Elders (3): Further Functions of Oversight in the Local Church

In a previous article we considered the functions of oversight in the local church. These included guiding, giving food and governing. We briefly mentioned Ephesians 4:11-12 where we see pastor-teachers perfecting, or equipping (NASB/NKJV/ESV/Wuest), the saints for the work of ministry. We now want to develop that thought which we previously referred to as grooming the saints for spheres of service. A pious and pro-active Paul encouraged Timothy as follows: “You then, my child, be strengthened by the grace that is in Christ Jesus, and what you have heard from me in the presence of many witnesses entrust to faithful men, who will be able to teach others also” (2Ti 2:1-2 ESV). The Apostle was preparing Timothy to prepare others to do what he himself was doing. He was not to be casual about the future but was to leave a legacy of truth for future generations of faithful men. Contemplate the impact that Barnabas, a good man, had on Paul, and see how in the Acts the team of Barnabas and Paul became known as Paul and Barnabas (Act 11:30; 13:43). Are we preparing others to be better than ourselves? Are we grooming and growing younger men and women for service?

Can we return to the thought of guarding for a moment? Shepherds guard the sheep individually (Luk 15:6). When we read again the Message from Miletus, we note that Paul, after reminding the overseers of the price paid for the flock, warned them of the perils faced by the flock: “For I know this, that after my departure savage wolves will come in among you, not sparing the flock. Also from among yourselves men will rise up, speaking perverse things, to draw away the disciples after themselves” (Act 20:29-30 NKJV). Savage wolves and self-seeking workers! Can the little flock survive? Again, Paul said, “I commend you to God and to the word of His grace” (20:32). The Word has always been a necessary preservative. That brings us to the truth that not only must the individual sheep and the little flock be guarded, but overseers have a clear responsibility to guard the doctrine (Titus 1:5-11).

Ezra is a great example for us today: “For Ezra had prepared his heart to seek the law of the LORD, and to do it, and to teach in Israel statutes and judgments” (Ezr 7:10 KJV). Notice his preparation, his pursuit, his passion, and his preaching.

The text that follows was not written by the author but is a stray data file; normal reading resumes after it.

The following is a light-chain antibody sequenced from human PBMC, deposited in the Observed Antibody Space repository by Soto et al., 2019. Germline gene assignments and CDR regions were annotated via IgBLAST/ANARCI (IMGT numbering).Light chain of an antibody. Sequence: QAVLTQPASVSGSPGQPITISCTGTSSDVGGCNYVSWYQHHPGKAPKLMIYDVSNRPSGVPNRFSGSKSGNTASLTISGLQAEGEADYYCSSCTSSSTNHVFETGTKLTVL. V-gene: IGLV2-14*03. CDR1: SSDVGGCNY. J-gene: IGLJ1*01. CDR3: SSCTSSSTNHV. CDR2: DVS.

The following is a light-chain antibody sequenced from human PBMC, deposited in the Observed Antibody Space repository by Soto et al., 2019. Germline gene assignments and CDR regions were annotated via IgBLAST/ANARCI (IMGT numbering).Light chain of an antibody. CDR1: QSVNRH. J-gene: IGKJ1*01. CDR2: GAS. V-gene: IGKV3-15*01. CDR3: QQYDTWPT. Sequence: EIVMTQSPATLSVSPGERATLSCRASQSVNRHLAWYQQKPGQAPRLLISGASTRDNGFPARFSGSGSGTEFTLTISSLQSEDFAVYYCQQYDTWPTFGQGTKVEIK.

Joshua is another great example: “Only be strong and very courageous, being careful to do according to all the law that Moses my servant commanded you. Do not turn from it to the right hand or to the left, that you may have good success wherever you go. This Book of the Law shall not depart from your mouth, but you shall meditate on it day and night, so that you may be careful to do according to all that is written in it. For then you will make your way prosperous, and then you will have good success” (Jos 1:7-8 ESV). Joshua, the warrior, had a weapon – it was the Word. We must beware of moving into a post-biblical leadership pattern. Listen to the words of the Preacher: “And moreover, because the Preacher was wise, he still taught the people knowledge; and he pondered, and sought out, and set in order many proverbs. The Preacher sought to find out acceptable words; and that which was written is upright, words of truth. The words of the wise are as goads, and the collections of them as nails fastened in: they are given from one shepherd” (Ecc 12:9-11 JND). Notice his prudence, his perseverance, his pondering, his pursuit, his preparation and his presentation. The goads encourage; the nails preserve. Shepherds must emulate him! There are no shortcuts in preparing food for the flock from the Scriptures.

There is an interesting word used by Paul in 1 Corinthians 12:28. It is kubernesis (Strong’s #2841-2). It is translated “governments” in the KJV. In Acts 27:11, it is translated “pilot” in the ESV and “helmsman” in the JND (see also Rev 18:17). It refers to the master of the ship and is pertinent to our consideration of guidance as a work of the elderhood. How is the ship to be steered in the wake of rapidly changing cultural climates and patterns of thinking? Do we cast aside the marine charts that have guided the little ships through the centuries since Pentecost? Paul expressed his purpose in writing his first letter to Timothy: “but if I delay, in order that thou mayest know how one ought to conduct oneself in God’s house, which is the assembly of the living God, the pillar and base of the truth” (1Ti 3:15 JND). In expressing his purpose in writing, he shows us that the primary function of the local church is to be the “pillar and ground of the truth.” Are we moving away from Truth? Are we asking by our actions, without articulating the question, “Does Truth really matter?”? Will counselling replace commandments? Will psychology trump precepts? Will rationalism replace revelation? Will we cringe from the Scriptures instead of clinging more closely to them?

Are there hills on which we are prepared to die? Consider a couple of items. First, Acts 2:41-42 lays down a pattern. The expression “received his word” reminds us that maintaining a clear public presentation of the gospel is imperative. Baptism of believers is imperative. Being added to the company is imperative, as are the apostles’ teaching, the fellowship (partnership, Luke 5:10), the Breaking of Bread, and the public meetings for prayer. The difference in spheres of service as they are connected to the biblical teaching on headship is imperative. We must always ask, “What do the Scriptures say?” Truth is not to be presented as rules to be policed but as revelation from the precepts of the Word. Truth matters in the house of God, the local church, the pillar and ground of the Truth!